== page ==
HAVANA – Hurricane Ike barreled across the warm, energizing waters of the Gulf of Mexico Wednesday on its way toward the Texas coast after crashing through Cuba's tobacco country and toppling aging Havana buildings.
The storm grew from a Category 1 to a Category 2 storm Wednesday as it strengthened over open waters after leaving Cuba and could grow into a massive Category 3 storm before slamming into Texas or northern Mexico on Saturday.
Ike has already killed at least 80 people in the Caribbean, and Texas put 7,500 National Guard members on standby and urged coastal residents to stock up on supplies.
The U.S. Federal Emergency Management agency still was uncertain about the timing of evacuations along the coast.
Cuban state television said some 2.6 million people — nearly a fourth of the island's population — sought refuge from Ike, which killed four people and shredded hundreds of homes as it swept across the country. Power was still spotty in Havana on Wednesday morning.
As it left Cuba, Hurricane Ike delivered a punishing blow to towns such as Los Palacios, which already suffered a direct hit from a Category-4 Hurricane Gustav on Aug. 30.
In a poor neighborhood along the train tracks, the combined fury of Ike and Gustav left nearly two-thirds of the wooden homes leveled or without roofs.
"The first one left me something, but this one left me nothing," said Olga Atiaga, a 53-year-old housewife. Gustav obliterated her roof and some walls. Then Ike blew away a mattress and smashed the kitchen sink.
"I don't even have anything to sleep on," she said.
Odalis Cruz, a 45-year-old housing inspector, said she evacuated to a shelter in the town's rice mill when it became clear Ike was following Gustav's path through Pinar del Rio, the westernmost province where Cuba produces tobacco used in its famous cigars.
She surveyed the damage to her home Tuesday.
"We repaired the roof two days ago and this one took the new one," she said. "I'm ready to move to Canada! We have spent eight days drying out things, cleaning everything, sleeping on the floor, and now we are hit again."
Gustav damaged at least 100,000 homes but didn't kill anyone because of massive evacuations. Cubans were ordered to evacuate for Ike as well, with those in low-lying or wooden homes seeking safety with friends or relatives in sturdier structures. Others were taken to government shelters.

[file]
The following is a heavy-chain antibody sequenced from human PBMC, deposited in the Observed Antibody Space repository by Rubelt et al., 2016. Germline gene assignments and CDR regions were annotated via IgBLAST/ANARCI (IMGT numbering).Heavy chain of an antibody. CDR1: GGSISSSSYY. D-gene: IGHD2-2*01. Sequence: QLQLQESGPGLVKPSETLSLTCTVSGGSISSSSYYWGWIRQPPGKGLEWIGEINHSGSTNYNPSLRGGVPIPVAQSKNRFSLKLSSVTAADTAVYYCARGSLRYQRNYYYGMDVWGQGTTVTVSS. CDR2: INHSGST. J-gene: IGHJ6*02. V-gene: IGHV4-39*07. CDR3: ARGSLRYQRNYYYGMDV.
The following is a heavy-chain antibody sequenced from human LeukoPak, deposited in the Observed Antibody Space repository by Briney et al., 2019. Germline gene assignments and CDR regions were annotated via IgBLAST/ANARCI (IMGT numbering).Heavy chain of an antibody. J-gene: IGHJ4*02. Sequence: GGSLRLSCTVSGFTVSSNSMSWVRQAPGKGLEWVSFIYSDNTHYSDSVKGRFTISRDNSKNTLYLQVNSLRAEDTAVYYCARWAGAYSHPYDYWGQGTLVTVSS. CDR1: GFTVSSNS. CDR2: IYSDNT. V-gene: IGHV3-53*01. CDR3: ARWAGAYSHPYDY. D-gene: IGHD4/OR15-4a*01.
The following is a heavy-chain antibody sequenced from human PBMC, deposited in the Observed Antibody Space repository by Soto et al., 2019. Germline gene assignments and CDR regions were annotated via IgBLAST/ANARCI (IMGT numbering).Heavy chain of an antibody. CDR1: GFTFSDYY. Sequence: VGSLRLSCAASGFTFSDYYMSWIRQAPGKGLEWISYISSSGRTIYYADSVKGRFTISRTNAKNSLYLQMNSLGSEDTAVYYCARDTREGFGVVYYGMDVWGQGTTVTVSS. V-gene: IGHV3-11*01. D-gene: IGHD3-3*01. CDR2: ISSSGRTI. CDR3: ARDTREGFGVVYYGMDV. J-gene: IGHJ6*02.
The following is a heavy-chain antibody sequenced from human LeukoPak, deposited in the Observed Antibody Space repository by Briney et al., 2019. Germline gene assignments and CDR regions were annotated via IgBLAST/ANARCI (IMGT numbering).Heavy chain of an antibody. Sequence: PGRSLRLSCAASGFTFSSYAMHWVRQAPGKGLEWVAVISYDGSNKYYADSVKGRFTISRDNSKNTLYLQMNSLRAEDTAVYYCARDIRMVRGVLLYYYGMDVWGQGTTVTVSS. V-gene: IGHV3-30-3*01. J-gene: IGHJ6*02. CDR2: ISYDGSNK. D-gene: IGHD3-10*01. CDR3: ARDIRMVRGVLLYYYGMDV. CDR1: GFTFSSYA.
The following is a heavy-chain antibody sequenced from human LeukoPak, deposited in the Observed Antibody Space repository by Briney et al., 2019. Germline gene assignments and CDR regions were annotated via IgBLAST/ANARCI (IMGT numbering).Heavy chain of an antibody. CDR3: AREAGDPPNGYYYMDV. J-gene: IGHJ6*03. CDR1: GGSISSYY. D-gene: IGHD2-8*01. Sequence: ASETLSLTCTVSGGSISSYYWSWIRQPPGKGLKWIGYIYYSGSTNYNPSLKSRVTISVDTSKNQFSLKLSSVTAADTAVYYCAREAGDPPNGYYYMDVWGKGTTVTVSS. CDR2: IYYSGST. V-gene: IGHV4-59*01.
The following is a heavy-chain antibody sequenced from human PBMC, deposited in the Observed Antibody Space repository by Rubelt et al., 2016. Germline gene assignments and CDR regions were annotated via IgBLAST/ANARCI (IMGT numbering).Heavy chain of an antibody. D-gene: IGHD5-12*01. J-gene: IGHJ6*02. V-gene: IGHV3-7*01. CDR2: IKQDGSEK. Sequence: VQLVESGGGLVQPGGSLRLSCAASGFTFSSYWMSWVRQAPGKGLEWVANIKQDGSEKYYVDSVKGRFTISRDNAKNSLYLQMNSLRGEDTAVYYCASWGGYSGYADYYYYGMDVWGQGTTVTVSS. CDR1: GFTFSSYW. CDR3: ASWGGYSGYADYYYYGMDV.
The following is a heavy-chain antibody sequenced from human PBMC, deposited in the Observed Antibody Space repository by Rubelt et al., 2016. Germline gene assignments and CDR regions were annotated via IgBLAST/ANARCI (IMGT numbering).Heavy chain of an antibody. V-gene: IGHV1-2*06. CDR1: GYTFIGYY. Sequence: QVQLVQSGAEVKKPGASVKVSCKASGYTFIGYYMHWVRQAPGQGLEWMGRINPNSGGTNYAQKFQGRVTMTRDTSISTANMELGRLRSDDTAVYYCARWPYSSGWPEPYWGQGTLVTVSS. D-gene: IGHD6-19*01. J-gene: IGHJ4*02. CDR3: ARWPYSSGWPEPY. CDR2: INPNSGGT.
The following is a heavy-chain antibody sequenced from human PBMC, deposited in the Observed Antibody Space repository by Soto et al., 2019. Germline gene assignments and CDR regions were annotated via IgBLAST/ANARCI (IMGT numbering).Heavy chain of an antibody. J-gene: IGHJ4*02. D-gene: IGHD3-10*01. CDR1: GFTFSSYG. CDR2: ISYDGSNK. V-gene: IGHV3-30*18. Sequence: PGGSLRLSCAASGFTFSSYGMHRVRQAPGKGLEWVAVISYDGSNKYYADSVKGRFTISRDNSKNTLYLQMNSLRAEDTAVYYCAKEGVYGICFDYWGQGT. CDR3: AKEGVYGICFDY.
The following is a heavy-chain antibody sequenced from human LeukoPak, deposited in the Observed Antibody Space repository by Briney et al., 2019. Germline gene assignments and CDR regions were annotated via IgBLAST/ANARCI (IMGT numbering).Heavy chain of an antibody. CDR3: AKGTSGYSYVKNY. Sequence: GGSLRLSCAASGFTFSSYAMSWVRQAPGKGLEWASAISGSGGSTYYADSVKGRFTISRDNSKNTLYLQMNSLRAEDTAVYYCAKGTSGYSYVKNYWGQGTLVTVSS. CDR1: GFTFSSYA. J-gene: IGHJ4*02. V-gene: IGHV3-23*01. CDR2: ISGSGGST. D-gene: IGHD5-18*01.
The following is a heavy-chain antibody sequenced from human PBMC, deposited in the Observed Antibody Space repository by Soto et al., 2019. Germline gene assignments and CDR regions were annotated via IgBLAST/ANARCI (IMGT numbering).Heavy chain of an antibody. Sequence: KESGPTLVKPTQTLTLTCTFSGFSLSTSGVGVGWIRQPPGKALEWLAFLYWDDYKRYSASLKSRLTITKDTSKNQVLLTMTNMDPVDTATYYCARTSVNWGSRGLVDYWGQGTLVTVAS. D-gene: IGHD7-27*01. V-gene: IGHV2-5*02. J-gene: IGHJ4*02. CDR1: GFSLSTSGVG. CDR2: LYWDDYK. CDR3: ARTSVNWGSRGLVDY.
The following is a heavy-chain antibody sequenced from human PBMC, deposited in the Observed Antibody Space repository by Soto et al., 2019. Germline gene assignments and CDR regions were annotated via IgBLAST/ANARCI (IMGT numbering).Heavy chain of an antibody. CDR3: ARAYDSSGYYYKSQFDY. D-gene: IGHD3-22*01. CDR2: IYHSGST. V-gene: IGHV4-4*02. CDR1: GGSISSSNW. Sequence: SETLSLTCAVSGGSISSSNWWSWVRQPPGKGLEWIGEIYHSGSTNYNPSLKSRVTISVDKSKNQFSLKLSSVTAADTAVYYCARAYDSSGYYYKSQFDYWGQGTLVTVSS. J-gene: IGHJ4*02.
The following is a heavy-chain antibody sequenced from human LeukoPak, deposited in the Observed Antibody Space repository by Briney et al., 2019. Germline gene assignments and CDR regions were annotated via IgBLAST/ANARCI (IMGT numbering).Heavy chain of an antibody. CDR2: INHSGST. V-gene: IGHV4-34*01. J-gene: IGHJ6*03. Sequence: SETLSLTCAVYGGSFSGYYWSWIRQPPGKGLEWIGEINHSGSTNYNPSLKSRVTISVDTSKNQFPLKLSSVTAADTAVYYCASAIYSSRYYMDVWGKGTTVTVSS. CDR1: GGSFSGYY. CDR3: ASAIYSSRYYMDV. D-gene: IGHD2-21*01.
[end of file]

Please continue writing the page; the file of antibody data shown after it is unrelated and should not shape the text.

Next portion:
State television said two men were killed removing an antenna from a roof, a woman died when her home collapsed and a man was killed by a falling tree.
Evacuations are not mandatory except for pregnant women and small children, but in an authoritarian state, few people ignore the government's advice.
In Havana, towering waves broke over the seaside Malecon promenade as downpours soaked historic but crumbling buildings in the capital's picturesque older areas. Some of the most dilapidated structures collapsed, including four houses on a single block.
Police told 21-year-old Niyel Rodriguez she had to move to a shelter with her 19-day-old daughter Chanel. She huddled Tuesday with 109 expectant and new mothers and their children in a wing of an Old Havana maternity hospital.
"They came looking for me yesterday and brought me here in a patrol car," Rodriguez said. "I probably would have been scared to stay at home with my little one, and here they take good care of us."
Elsewhere in Cuba, officials evacuated about 10,000 tourists from vulnerable seaside hotels, mostly from Varadero beach, east of Havana.
While Ike was expected to strengthen before making landfall again, oil prices closed below $104 a barrel for the first time since early April, in part because traders were betting Ike would miss critical Gulf Coast oil installations.
Mexican officials warned that unrelated heavy rains in the northern part of the country had caused more than a dozen dams to reach capacity or spill over. If Ike brings more rain to the area, evacuations may be needed.
Ike was centered about 145 miles north of the western tip of Cuba Wednesday morning and about 430 miles southeast of the mouth of the Mississippi River.
It was moving northwest at 8 mph. Maximum sustained winds remained near 85 mph, still at Category 1 storm.
Meanwhile, Tropical Storm Lowell has weakened to a tropical depression off Mexico's Pacific coast and it was expected to move across the Baja California Peninsula Wednesday night or Thursday morning. It had maximum sustained of near 35 mph.